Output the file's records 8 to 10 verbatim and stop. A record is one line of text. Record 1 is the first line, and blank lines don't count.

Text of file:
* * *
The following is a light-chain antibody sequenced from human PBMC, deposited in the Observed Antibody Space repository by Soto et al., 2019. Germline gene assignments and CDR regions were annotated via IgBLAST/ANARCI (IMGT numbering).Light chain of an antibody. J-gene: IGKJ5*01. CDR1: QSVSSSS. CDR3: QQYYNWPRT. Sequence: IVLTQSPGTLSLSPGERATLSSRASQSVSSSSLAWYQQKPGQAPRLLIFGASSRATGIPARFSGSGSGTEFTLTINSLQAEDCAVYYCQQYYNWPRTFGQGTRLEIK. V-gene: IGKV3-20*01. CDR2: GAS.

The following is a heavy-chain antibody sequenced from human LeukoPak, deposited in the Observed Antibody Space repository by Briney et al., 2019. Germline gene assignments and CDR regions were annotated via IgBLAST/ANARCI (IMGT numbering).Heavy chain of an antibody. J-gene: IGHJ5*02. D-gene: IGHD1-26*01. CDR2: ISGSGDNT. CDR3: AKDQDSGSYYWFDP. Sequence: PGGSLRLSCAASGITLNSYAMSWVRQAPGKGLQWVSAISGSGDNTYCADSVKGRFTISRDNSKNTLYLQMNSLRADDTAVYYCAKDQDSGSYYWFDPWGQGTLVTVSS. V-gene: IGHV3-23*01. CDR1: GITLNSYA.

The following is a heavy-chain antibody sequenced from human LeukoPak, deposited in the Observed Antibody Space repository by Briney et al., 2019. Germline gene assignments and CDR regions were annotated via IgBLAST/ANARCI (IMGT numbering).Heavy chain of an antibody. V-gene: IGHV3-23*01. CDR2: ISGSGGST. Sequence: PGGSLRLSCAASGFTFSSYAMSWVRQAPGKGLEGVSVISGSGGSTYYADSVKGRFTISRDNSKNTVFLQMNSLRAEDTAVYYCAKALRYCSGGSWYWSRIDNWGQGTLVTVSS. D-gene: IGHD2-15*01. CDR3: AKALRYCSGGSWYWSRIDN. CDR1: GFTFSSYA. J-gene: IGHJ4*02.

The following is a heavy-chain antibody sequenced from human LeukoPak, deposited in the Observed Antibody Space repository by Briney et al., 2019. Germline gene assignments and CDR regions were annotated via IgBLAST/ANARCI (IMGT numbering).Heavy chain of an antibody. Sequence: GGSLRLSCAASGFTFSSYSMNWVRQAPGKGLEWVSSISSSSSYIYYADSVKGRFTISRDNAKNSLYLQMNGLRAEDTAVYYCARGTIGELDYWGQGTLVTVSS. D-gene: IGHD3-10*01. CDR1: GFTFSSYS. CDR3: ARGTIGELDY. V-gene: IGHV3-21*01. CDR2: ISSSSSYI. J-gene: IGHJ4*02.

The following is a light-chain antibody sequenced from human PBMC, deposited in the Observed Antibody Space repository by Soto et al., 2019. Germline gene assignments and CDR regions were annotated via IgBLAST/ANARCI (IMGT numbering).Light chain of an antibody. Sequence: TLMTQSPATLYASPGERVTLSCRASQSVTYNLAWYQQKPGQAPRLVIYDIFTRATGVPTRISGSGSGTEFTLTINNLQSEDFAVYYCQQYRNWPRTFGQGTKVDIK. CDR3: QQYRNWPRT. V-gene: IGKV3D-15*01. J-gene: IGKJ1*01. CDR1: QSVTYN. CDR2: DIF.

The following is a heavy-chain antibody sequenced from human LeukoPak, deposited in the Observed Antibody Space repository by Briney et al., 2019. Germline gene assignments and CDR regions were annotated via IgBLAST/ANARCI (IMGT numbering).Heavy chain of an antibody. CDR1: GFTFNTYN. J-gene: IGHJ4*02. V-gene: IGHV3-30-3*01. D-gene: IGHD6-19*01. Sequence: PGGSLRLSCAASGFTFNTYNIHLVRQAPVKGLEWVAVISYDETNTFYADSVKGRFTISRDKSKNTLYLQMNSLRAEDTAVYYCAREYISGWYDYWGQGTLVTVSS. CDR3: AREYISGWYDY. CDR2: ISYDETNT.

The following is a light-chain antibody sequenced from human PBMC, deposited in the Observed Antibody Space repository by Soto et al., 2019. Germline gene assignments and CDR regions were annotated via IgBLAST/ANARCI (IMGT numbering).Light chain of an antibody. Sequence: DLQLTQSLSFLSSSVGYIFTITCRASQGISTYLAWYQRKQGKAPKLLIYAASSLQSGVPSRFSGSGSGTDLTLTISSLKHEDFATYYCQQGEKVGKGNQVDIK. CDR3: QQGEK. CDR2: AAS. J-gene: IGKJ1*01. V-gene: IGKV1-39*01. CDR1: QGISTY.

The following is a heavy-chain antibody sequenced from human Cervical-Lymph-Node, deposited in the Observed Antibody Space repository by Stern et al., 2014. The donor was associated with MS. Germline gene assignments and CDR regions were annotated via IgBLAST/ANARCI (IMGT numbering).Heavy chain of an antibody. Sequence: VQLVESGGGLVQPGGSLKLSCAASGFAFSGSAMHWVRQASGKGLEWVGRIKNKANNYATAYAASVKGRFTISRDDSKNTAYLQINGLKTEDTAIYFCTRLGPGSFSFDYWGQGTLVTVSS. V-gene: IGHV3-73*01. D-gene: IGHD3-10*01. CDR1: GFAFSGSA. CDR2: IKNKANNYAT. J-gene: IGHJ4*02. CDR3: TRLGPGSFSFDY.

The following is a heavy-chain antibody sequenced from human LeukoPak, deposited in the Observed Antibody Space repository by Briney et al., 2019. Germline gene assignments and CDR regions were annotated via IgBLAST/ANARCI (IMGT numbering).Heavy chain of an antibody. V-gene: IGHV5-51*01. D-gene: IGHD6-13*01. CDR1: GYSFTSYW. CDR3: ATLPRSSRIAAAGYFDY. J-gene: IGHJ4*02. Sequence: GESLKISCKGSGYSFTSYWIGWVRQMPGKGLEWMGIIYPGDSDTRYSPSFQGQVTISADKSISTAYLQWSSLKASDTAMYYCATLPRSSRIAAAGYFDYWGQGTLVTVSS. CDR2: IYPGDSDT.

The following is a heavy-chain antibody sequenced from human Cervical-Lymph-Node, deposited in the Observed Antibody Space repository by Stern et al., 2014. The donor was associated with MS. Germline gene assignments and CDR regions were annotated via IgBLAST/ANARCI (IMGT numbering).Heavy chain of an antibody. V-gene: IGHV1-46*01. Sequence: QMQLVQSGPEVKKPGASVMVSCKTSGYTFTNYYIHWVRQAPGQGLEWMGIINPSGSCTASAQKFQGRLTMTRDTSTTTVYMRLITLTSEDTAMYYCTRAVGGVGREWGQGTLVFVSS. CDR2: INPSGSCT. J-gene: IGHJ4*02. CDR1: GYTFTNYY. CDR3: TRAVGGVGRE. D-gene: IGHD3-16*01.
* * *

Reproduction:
The following is a heavy-chain antibody sequenced from human Cervical-Lymph-Node, deposited in the Observed Antibody Space repository by Stern et al., 2014. The donor was associated with MS. Germline gene assignments and CDR regions were annotated via IgBLAST/ANARCI (IMGT numbering).Heavy chain of an antibody. Sequence: VQLVESGGGLVQPGGSLKLSCAASGFAFSGSAMHWVRQASGKGLEWVGRIKNKANNYATAYAASVKGRFTISRDDSKNTAYLQINGLKTEDTAIYFCTRLGPGSFSFDYWGQGTLVTVSS. V-gene: IGHV3-73*01. D-gene: IGHD3-10*01. CDR1: GFAFSGSA. CDR2: IKNKANNYAT. J-gene: IGHJ4*02. CDR3: TRLGPGSFSFDY.

The following is a heavy-chain antibody sequenced from human LeukoPak, deposited in the Observed Antibody Space repository by Briney et al., 2019. Germline gene assignments and CDR regions were annotated via IgBLAST/ANARCI (IMGT numbering).Heavy chain of an antibody. V-gene: IGHV5-51*01. D-gene: IGHD6-13*01. CDR1: GYSFTSYW. CDR3: ATLPRSSRIAAAGYFDY. J-gene: IGHJ4*02. Sequence: GESLKISCKGSGYSFTSYWIGWVRQMPGKGLEWMGIIYPGDSDTRYSPSFQGQVTISADKSISTAYLQWSSLKASDTAMYYCATLPRSSRIAAAGYFDYWGQGTLVTVSS. CDR2: IYPGDSDT.

The following is a heavy-chain antibody sequenced from human Cervical-Lymph-Node, deposited in the Observed Antibody Space repository by Stern et al., 2014. The donor was associated with MS. Germline gene assignments and CDR regions were annotated via IgBLAST/ANARCI (IMGT numbering).Heavy chain of an antibody. V-gene: IGHV1-46*01. Sequence: QMQLVQSGPEVKKPGASVMVSCKTSGYTFTNYYIHWVRQAPGQGLEWMGIINPSGSCTASAQKFQGRLTMTRDTSTTTVYMRLITLTSEDTAMYYCTRAVGGVGREWGQGTLVFVSS. CDR2: INPSGSCT. J-gene: IGHJ4*02. CDR1: GYTFTNYY. CDR3: TRAVGGVGRE. D-gene: IGHD3-16*01.